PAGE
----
Wings of love 402-571-1922 Available Monday-Friday 7am-6pm Rate is $12-15 per way No radius. Used for store or medical purposes. Give 24-48 hour notice

zTrip: zTrip, formally Happy Cab, provides cab services in the Omaha Metro Area. Scheduling a trip with zTrip can be done thru their app, by phone, hailed on the street, or booked via their website. For more information call 763-318-2900 or visit:

Medical Transport

Fremont Area Medical Center Free transportation between FAMC and the patient’s residence, for those who cannot provide it for themselves. Scheduled through the department providing service. Bus service area includes towns located in Dodge County, as well as Arlington, Cedar Bluffs and Valley, and is available within the city of Fremont. Monday through Friday, 7am-4pm. Services outside of Fremont are available on Tuesday and Thursday.

Goodwill Medical Transportation (402)-932-1550 Monday-Friday 6:00am-5:00pm. Reservations need to be made 24-48 hours prior to ride. Accepts Medicaid and private pay. Medical appointments only. Fare: $18 each way or  $42 each way if you need wheelchair accessibility (with no physical assistance)

Midwest Medical Transport Company-Midwest Medair Call 402-800-2946. Offers para-transit wheelchair van services in Lincoln, Omaha, and Fremont

Medics At Home 402-345-6666 Transportation via ambulance to a nursing home, hospital, or other location. 24/7 services. Will decide the type of transport you need at the time you schedule the transport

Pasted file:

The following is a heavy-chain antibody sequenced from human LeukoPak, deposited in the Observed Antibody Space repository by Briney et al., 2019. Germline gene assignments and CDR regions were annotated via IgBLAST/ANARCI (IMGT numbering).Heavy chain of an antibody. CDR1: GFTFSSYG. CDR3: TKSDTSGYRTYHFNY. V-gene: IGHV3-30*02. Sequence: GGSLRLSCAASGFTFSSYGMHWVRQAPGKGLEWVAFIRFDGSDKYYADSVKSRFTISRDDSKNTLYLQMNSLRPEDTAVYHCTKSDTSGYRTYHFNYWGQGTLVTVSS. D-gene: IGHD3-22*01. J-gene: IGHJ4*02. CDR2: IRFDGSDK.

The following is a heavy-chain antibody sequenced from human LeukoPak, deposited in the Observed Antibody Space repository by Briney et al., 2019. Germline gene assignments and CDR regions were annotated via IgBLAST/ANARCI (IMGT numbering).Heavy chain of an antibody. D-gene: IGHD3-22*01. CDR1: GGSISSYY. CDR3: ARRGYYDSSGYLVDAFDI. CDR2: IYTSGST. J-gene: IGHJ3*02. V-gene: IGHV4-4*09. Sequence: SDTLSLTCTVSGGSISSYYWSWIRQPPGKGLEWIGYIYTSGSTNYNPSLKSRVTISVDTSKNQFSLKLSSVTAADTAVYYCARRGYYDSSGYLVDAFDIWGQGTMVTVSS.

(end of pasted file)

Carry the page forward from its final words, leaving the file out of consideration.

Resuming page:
VA Hospital Beneficiary Transportation Call 402-995-4458. Ambulance service for VA hospital. Monday-Friday 8am-5pm. Must be wheelchair bound and have service connected disability rating of 30%. Must meet income guidelines.  

If you know of other transportation services available to people who can not drive, please email so we can share it with our associates and community clients.

Five Questions for Kim Schnitzer

14 Jan

Join us this Friday for our monthly coffee chat. We will be meeting up at 8 a.m. at the Scooters on 30th and Ames. This month, we talk with Kim Schnitzer, vocational coach, about the challenges her clients encounter accessing effective transportation. We asked her five questions . . .

1. What is your preferred mode of transportation?

My personal vehicle is my preferred mode of Transportation.  I live in Bellevue and there aren’t many affordable choices for public transportation that I qualify for, as most are based on disability.  I do use uber and lyft when my car needs service. They are good in a pinch, but are not sustainable, the total is about $40 per day by the time I drop my son off at school and pick him up.

2. What, in your opinion, is the greatest challenge to multi-modal transportation in Omaha?

It seems to me that the Omaha Transit system has operated on the premise “If people use the system we will expand”  that being said,  it is difficult for people to use a system that fails to provide access to huge areas of the city.  I think when we look at transit systems in cities of similar size, we can see that they are designed to move the workforce from their homes to their places of employment.  In Omaha there are huge gaps in the location of employers and the places were public transit goes.  This deficit has forced employers such as OTC, PayPal and Embassy Suites to work with other entities to provide affordable transportation to their work force.